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June BBN roundup

14 Jul 2019

Foundation Beyond Belief’s Beyond Belief Network is a network of secular humanist groups volunteering in their communities and raising money for FBB’s featured charities and programs. Any group with a public secular humanist or atheist identity is welcome to join, regardless of experience or group size.

What were our BBN Teams up to in June? Let’s find out! 

We have a new team joining us in June, Community of Reason in Cincinnati, Ohio! Welcome to the Network, COR! 

Austin Humanists at Work held a donation drive for their June Giveaway. ATXHAW volunteers solicited donations via word of mouth, on neighborhood listservs, and social media, and were able to collect 2,346 items to distribute! Also in June, members of ATXHAW’s knit and crochet group, Gettin’ Knotty, met in the cafe of a local bookstore, creating washcloths to also be distributed at the giveaway - this month they created seven to hand out! 2019-june-13_bbn_atxhaw-gettin-knotty-june-2019-2On the morning of June 16, thirty ATXHAW volunteers gathered under a bridge in downtown Austin to hand out basic living items to those in need in their community. They were able to serve 209 fellow humans! Thanks to the Ethical Society of Austin for bringing coolers & ice to chill donated water. 

The Family & Friends Humanist Crew in Mundelein, IL participated in a 5K called Hustle for Health which raised money for the Kenneth Young Center. This organization helps older adults safely live independently and provides behavioral health services to children, adults, and families. It was held at the beautiful Busse Woods Forest Preserve in Elk Grove, IL. This team loves to run! 2019-june-08_bbn_family__friends_humanist_crew-kenneth-young-5k-run-2 One of our international teams, Humanist Alliance Philippines, International (HAPI), collected clothing, snacks and medicine to distribute to indigenous people in their area. This visit, they were able to provide vitamin drops for 36 children!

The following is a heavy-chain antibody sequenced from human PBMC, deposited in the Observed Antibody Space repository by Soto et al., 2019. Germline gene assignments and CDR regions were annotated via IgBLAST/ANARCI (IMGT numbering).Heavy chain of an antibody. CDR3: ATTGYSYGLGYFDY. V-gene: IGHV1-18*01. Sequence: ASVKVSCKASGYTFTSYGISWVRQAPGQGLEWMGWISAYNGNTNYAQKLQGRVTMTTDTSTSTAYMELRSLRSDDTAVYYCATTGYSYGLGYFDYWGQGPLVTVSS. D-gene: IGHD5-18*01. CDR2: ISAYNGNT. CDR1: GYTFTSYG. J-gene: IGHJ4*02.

2019-june-08_bbn_hapi_indigenous-people-against-common-diseasesVolunteers from Humanists Doing Good in Grand Junction, Colorado, assisted the Special Olympics of Colorado's State Summer Games. Volunteers helped track and field athletes to their events and ceremonies and also aided with the necessary paperwork for the events. There were plenty of heartwarming moments and big smiles throughout the day. The team received late notice that the Special Olympics needed additional help and were able to provide six volunteers! 

2019-june-09_bbn_humanists_doing_good-special-olympics-2 Freethought Dayton in Dayton, OH, held a highway cleanup event, picking up litter from the I-675 and OH-48 interchanges. Five members participated and were able to gather about eight bags of trash! 

Central Ohio United Non-Theists (COUNT) volunteers worked as Housewarmers at the Columbus Ohio Ronald McDonald House again this month, and then partnered again with the Humanist Community of Central Ohio (HCCO) volunteering as servers at the Community Shelter Board (CSB) facility on Van Buren Drive in Columbus, Ohio. COUNT also sent volunteers to a number of Adaptive Sports Connection (ASC) events, helping Central Ohio veterans, children, and adults who need adaptive equipment or instruction to participate in various sports including skiing, kayaking and cycling. (In June, it was more kayaking and cycling, not so much skiiing!) In the photo below, COUNT member Andrew (rear of tandem) shares a tandem kayak with a student participant.

2019-june-29_bbn_count_asc-kayak-volunteeringThe Kol Hadash Humanistic Congregation Community Service Committee in Lincolnshire, IL, volunteered at St. James Soup Kitchen in Highwood, IL. Volunteers provided food, prepared and served, and cleaned up afterward. Full service volunteering!